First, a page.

Something to ponder in the workplace?”

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3D Juggling 625: Pragmatically Imperfect

Claire writes: “Mary Poppins might have been practically perfect in every way.  The media try and convince us that we need to be perfect.  And we know we’re not!  In coaching we are not trying to help people be perfect.  We are trying to help them engage and thrive more effectively.  It’s very different. And interview coaching is all about becoming fluent enough – it’s not about giving perfect answers.

Many people we listen to talk about being perfectionists.  I heard an interesting and revealing talk this week by a senior leader in an organisation talking about her own journey away from perfectionism.  She said “If you’re trying to be authentic and people don’t like you that’s OK. If you’re trying to be perfect and they don’t like you it’s crippling.”

The world doesn’t need perfect people.  It needs people who are authentic.  I’m looking forward to reading Brene Brown’s ‘The Gifts of Imperfection’ to find out more about what she has discovered in her research.  Meanwhile, being pragmatically imperfect seems a good start to the week.”

© 2013 3D Coaching Ltd
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3D Juggling 624: Leaders, Followers and Fans

Claire writes: “I often hear people saying that you can tell a leader because they have followers. A recent online Harvard Business Review talked about other characteristics of leaders.  And it’s true whether they are paid or volunteers:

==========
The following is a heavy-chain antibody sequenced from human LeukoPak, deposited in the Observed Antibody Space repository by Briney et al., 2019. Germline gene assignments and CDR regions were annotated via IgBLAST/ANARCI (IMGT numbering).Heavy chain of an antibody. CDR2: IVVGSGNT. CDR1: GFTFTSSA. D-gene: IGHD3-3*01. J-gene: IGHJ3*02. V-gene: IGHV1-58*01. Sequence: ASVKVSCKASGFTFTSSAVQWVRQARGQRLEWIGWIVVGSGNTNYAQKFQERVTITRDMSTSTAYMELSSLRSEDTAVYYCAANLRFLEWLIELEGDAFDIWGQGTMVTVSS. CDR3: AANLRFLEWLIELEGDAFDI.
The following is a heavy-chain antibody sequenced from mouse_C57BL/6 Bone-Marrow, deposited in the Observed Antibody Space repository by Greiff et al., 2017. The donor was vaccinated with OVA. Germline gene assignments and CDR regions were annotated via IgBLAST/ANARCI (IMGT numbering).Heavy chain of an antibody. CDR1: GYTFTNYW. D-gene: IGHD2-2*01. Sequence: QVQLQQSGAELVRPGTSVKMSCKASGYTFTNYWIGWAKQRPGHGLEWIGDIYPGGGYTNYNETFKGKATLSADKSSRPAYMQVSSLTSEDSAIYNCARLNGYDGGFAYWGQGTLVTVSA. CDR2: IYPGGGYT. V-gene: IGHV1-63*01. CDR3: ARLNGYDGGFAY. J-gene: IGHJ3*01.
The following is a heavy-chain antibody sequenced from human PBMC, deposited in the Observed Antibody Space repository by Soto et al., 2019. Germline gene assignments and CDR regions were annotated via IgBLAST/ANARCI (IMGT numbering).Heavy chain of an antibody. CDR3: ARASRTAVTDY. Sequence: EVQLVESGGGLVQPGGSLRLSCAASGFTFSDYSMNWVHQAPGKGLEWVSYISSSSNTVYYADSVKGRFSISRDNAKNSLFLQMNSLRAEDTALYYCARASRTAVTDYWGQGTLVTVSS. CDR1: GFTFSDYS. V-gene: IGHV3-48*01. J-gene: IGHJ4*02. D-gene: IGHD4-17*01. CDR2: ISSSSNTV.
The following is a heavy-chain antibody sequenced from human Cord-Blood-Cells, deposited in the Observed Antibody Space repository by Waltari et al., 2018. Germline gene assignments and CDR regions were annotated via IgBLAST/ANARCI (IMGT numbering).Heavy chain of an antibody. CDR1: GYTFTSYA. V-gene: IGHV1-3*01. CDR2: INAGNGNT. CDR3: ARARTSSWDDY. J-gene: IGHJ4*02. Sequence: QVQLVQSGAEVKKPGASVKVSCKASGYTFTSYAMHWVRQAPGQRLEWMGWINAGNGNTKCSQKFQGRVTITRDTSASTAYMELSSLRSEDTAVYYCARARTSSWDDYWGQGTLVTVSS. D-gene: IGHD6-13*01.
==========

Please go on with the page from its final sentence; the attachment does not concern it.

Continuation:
• They create value
  • They have a circle of influence
  • They lead people rather than simply managing work

And in the same way that leaders have followers, suppliers have customers or fans.  That’s a good lesson to small business owners wanting to get people along to a workshop as much as it is to churches or voluntary organisations trying to make a difference in their community. If you want to get buy in,

  • You’ll develop relationships first
  • You’ll listen to your potential customers
  • You’ll create something with them”

“I suppose leadership at one time meant muscles; but today it means getting along with people.” Mahatma Gandhi

© 2013 3D Coaching Ltd
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3D Juggling 614: Cookie Stealer

Claire writes: “There’s a great story in Alex Grimley’s Vital Conversations about a businesswoman who picked up some cookies as a treat at an airport.  She sat down at a table to eat them, have a cup of tea and read a magazine.  The airport was busy and so she shared the table with a Japanese businessman.  As she read, he helped himself to a cookie. She got increasingly frustrated especially when he then took the last cookie, broke it in half and gave her one piece and ate the other.  As he left the table, she went to chase him in fury.  And noticed her packet of cookies, unopened, in her bag.

It’s all about perception.  And we jump to conclusions like that all the time.  The only reliable data is what we might see through a video – not what we interpret.  Yet we often, like the businesswoman, give feedback based on what we interpret.  Next time you feel your hackles rising, it might be worth asking – what did I notice? And say what you see without without adding the voiceover commentary!

If you want to understand more, have a look at the Ladder of Inference

© 2013 3D Coaching Ltd